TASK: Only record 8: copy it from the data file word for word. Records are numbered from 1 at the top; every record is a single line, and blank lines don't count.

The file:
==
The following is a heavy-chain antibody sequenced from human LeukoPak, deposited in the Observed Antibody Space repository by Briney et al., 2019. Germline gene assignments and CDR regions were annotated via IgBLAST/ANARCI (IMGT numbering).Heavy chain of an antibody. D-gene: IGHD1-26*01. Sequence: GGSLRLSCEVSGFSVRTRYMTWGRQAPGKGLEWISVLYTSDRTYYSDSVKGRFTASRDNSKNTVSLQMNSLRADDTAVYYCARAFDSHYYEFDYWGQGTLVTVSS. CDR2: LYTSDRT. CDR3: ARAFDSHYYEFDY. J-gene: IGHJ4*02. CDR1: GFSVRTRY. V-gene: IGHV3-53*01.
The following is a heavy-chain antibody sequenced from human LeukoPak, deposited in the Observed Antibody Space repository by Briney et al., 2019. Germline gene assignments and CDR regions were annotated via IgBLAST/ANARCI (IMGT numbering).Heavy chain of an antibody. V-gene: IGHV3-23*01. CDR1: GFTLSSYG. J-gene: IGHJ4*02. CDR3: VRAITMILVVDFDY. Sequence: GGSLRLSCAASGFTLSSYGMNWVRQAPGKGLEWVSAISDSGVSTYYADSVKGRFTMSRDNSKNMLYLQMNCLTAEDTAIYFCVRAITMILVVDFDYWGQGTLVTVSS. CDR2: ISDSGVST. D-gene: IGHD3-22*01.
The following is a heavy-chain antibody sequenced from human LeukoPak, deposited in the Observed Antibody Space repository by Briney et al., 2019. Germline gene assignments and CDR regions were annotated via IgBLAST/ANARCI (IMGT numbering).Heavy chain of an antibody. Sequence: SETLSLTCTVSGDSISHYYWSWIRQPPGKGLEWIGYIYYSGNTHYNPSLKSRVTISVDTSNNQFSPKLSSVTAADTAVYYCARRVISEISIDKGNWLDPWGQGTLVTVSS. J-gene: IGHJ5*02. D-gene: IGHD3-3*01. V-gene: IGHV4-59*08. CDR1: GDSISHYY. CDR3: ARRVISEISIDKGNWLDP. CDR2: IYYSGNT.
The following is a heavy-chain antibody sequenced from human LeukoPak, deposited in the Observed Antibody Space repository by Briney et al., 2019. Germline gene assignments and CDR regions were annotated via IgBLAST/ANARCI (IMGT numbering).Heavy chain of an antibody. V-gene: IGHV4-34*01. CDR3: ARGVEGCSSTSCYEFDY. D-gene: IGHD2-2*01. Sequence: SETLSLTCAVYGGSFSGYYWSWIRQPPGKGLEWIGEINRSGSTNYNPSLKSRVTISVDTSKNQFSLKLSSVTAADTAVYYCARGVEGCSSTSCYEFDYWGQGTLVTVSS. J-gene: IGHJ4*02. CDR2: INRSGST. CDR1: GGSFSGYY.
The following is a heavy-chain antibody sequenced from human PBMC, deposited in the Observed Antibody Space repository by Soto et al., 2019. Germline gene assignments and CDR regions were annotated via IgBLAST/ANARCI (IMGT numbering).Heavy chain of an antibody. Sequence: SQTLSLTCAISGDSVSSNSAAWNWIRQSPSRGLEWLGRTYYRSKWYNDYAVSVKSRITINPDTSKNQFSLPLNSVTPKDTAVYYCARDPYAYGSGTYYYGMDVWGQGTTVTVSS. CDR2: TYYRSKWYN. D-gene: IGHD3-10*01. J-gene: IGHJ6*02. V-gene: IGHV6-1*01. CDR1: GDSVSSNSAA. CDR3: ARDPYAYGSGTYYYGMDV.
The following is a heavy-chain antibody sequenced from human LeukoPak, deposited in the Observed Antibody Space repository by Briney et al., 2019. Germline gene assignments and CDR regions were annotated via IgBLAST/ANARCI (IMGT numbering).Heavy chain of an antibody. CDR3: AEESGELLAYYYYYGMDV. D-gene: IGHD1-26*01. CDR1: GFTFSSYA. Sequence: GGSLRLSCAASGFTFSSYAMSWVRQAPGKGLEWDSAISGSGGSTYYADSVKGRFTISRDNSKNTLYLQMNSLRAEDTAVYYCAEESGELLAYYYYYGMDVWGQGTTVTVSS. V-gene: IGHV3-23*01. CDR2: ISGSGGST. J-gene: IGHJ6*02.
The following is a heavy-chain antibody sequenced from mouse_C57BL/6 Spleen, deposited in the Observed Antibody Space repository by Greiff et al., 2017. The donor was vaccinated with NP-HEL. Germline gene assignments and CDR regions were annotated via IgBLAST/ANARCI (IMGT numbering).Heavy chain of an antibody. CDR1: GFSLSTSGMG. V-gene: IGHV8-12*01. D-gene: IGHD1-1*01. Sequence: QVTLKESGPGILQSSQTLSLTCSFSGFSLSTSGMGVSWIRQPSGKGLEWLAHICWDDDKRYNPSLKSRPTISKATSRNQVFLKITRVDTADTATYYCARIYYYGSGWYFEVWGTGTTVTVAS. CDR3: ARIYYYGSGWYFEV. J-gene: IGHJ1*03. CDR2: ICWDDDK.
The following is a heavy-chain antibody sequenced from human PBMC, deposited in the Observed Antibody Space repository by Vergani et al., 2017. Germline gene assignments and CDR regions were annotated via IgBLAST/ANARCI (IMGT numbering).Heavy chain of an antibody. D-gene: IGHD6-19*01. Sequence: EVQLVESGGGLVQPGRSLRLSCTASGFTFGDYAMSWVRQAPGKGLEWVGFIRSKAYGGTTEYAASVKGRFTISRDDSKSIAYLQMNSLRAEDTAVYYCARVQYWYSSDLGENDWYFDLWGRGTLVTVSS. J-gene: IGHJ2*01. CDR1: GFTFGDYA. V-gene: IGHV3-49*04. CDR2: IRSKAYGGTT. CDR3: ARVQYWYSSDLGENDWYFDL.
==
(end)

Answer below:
The following is a heavy-chain antibody sequenced from human PBMC, deposited in the Observed Antibody Space repository by Vergani et al., 2017. Germline gene assignments and CDR regions were annotated via IgBLAST/ANARCI (IMGT numbering).Heavy chain of an antibody. D-gene: IGHD6-19*01. Sequence: EVQLVESGGGLVQPGRSLRLSCTASGFTFGDYAMSWVRQAPGKGLEWVGFIRSKAYGGTTEYAASVKGRFTISRDDSKSIAYLQMNSLRAEDTAVYYCARVQYWYSSDLGENDWYFDLWGRGTLVTVSS. J-gene: IGHJ2*01. CDR1: GFTFGDYA. V-gene: IGHV3-49*04. CDR2: IRSKAYGGTT. CDR3: ARVQYWYSSDLGENDWYFDL.